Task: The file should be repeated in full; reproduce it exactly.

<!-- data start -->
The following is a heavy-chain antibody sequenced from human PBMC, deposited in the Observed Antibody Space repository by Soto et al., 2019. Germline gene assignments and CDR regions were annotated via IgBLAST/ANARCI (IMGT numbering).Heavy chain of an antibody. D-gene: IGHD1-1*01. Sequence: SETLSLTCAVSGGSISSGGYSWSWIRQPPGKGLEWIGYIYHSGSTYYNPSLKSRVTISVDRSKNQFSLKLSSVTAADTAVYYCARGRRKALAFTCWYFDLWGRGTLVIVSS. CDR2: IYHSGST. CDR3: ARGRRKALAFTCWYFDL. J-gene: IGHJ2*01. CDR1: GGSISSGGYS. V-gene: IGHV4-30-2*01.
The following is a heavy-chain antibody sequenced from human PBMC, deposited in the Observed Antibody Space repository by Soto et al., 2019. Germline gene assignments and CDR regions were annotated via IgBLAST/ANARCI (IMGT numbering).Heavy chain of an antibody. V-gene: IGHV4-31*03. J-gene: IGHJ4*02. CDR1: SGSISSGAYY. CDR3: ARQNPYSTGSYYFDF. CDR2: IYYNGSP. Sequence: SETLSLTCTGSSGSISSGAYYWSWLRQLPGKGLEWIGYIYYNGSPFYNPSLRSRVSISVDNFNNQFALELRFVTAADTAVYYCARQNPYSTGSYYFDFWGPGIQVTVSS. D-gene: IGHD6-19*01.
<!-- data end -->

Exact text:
The following is a heavy-chain antibody sequenced from human PBMC, deposited in the Observed Antibody Space repository by Soto et al., 2019. Germline gene assignments and CDR regions were annotated via IgBLAST/ANARCI (IMGT numbering).Heavy chain of an antibody. D-gene: IGHD1-1*01. Sequence: SETLSLTCAVSGGSISSGGYSWSWIRQPPGKGLEWIGYIYHSGSTYYNPSLKSRVTISVDRSKNQFSLKLSSVTAADTAVYYCARGRRKALAFTCWYFDLWGRGTLVIVSS. CDR2: IYHSGST. CDR3: ARGRRKALAFTCWYFDL. J-gene: IGHJ2*01. CDR1: GGSISSGGYS. V-gene: IGHV4-30-2*01.
The following is a heavy-chain antibody sequenced from human PBMC, deposited in the Observed Antibody Space repository by Soto et al., 2019. Germline gene assignments and CDR regions were annotated via IgBLAST/ANARCI (IMGT numbering).Heavy chain of an antibody. V-gene: IGHV4-31*03. J-gene: IGHJ4*02. CDR1: SGSISSGAYY. CDR3: ARQNPYSTGSYYFDF. CDR2: IYYNGSP. Sequence: SETLSLTCTGSSGSISSGAYYWSWLRQLPGKGLEWIGYIYYNGSPFYNPSLRSRVSISVDNFNNQFALELRFVTAADTAVYYCARQNPYSTGSYYFDFWGPGIQVTVSS. D-gene: IGHD6-19*01.